The debate about electoral systems will never end until some knowledgeable person invents and publicizes a system which can deliver both accountability and representation.

Andii Bowsher 1 Jun 2015

It seemed odd to see a comment saying that, in effect, we have to choose between proportionality and representation. The article points out that the reason for choosing STV is that it combines both. With STV, I would get probably 4 MPs in my slightly enlarged constituency. I might find that one of them was someone I actually voted for. I like the idea of having 3 or 4 or 5 MPs to take my troubles, questions and concerns to. I've only ever had one at a time, and never one I've actually voted for. Some of them have been very dismissive because ... safe seats & different politics. I like the idea of having a system that overall would be much more proportional nationally and would give me MPs at least one of whom might actually be sympathetic to my concerns.

MarkAustin 2 Jun 2015

But that is just where STV scores.
Because elections under STV return multiple members it means thatbthere is a good chance that you will have at least one member who i simpathetic to your views. Many years ago, I remember David Penhaligon challenged a neigbour---two bradly similar seats---to compare the sort of issues being raised, and found, to no great surprise, that issues raised for him and his Tory neighbour were different: people, knowing the views of their sole MP simply didn't bother to raise issues they knew would be discounted.
Further, STV allows the electorate to vote on the competence of as particulat MP without voting against their party.

Francis McGonigal 2 Jun 2015

"the ability of the voters to throw out a bad government"
Agreed, but if this is so important then the obvious solution is a direct presidential-style election of the Prime Minister. 
"giving most voters a local MP of the party for which they voted".
To many people identity based on geographical locality is very important, but to others it may be gender, ethnic group, faith group, profession, class or stance on a particular issue.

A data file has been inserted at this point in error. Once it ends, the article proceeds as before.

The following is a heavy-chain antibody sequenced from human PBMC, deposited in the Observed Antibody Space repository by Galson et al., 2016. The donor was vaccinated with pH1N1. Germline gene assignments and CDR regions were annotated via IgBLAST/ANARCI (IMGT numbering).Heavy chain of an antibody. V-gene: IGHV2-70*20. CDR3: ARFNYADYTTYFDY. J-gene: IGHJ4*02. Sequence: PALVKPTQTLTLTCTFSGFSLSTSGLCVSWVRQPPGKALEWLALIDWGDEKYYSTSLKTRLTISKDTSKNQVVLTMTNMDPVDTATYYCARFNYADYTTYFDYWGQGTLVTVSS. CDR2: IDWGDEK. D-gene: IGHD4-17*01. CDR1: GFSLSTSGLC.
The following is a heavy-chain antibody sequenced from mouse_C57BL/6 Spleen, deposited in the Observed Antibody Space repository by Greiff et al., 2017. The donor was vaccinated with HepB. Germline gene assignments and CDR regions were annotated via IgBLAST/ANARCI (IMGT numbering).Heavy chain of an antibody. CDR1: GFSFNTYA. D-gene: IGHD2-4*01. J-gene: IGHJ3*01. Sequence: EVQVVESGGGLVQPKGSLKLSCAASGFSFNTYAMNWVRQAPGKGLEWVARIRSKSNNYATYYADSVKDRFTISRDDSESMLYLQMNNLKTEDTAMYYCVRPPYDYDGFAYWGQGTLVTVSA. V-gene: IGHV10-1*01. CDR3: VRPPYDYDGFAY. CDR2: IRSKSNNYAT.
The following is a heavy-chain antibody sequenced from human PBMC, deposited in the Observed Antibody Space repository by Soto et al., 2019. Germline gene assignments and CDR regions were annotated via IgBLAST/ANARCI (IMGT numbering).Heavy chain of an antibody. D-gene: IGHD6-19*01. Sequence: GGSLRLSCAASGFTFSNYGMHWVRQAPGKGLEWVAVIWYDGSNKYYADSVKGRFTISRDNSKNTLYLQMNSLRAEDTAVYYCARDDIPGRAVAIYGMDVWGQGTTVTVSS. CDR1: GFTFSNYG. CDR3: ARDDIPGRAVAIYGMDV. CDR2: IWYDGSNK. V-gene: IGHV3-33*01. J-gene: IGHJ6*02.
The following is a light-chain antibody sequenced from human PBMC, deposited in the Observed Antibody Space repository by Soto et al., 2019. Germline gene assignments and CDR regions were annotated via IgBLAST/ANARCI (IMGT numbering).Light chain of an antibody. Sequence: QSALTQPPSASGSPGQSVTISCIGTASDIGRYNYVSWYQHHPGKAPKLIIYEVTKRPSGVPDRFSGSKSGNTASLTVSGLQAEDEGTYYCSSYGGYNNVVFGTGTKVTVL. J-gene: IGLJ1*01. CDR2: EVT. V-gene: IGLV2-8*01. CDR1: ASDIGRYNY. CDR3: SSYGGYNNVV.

dave thawley 2 Jun 2015

 I can see what you are saying but "representative" can mean different things. An MP in themselves  have no power really to influence anything. I would much prefer to have the centralised decision making of the country more reflective of my wishes than a local MP that I have voted for that does not. Representation at the moment is fictitious anyway. My local MP is a tory and has no interest at all in representing my personal view. They just write back and say thanks but they are going to do something completely different. This is not representation. The MP got into their position with most people in the constituency not voting for her, therefore most people in my constituency haven't got representation, just someone we don't want doing stuff we don't want them to do. Welcome to FPTP representation which the tories bang on about as being the best form of democracy (I suppose it is for them but not anyone else!!!).

Francis McGonigal 2 Jun 2015

I would argfue that STV does deliver both accountability and representation. 

Francis McGonigal 2 Jun 2015

Apologies for mistyping: I would argue that STV does deliver both accountability and representation. 

Norman Graves 2 Jun 2015

No voting system is perfect, but the alternative vote systemis far fairer then the first past the post sysytem.

Paul Z. Temperton 2 Jun 2015

People seem to think that with a proportional system, the electorate cannot throw out a bad government. This is not so. In Ireland, which uses STV, in 2011 the voters threw out the Fianna Fail government. FF's seats were reduced from 71 seats to 20. It was a landslide win for the Fine Gael-led coalition, but only because there was a landslide in opinion, which the system duly reflected.

Miles Weston 2 Jun 2015

With five year gaps between general elections you can wait what seems for ever for Peter Hitchens' "removal van" to reach Downing Street and haul away a "dud Prime Minister".  I would prefer an unruly coalition any day - one that can fall apart and re-form within the five years.
Let's get our thinking away from a brilliant mind ever coming up with a perfect system.

Michael Oldman 2 Jun 2015

STV in 3-5 member constituencies DOES give accountability. It also has the advantage of:
1. Giving popular local independants a better chance.
2. Removing local bigwigs who are past their sell by date.
3. Providing some proportionality in members elected.
Coalition government is not actually bad. It has the advantage of:
1. Removing the more extreme policies
2.Causing matters to be debated properly, rather than nodded through by the lobby fodder, particularly if there is not an overall majority.
We need to reduce the number of MPs and peers. If the USA can manage with 435 Representatives and 100 Senators for a population of 320 million, 350 MPs and 100 peers should be enough for the UK!

Paul E G Cope 2 Jun 2015

We have one. It's called SUPR which stands for "smallest up proportional representation". It produces the same exact result as the party list but still gives each constituency its own, popular MP.
It works like this:
Vote as now
Work out the PR result in integer numbers of MPs per party (treating independents as a party).
Starting with the smallest party, allocate their MP(s) to the seats where they got the best percentage(s).
Move on to the next smallest party and do the same.
Continue until the largest party is reached and all the seats are then allocated.
Bingo! Exact PR and every constituency has an MP who was popular, if not the most popular.
Paul E G Cope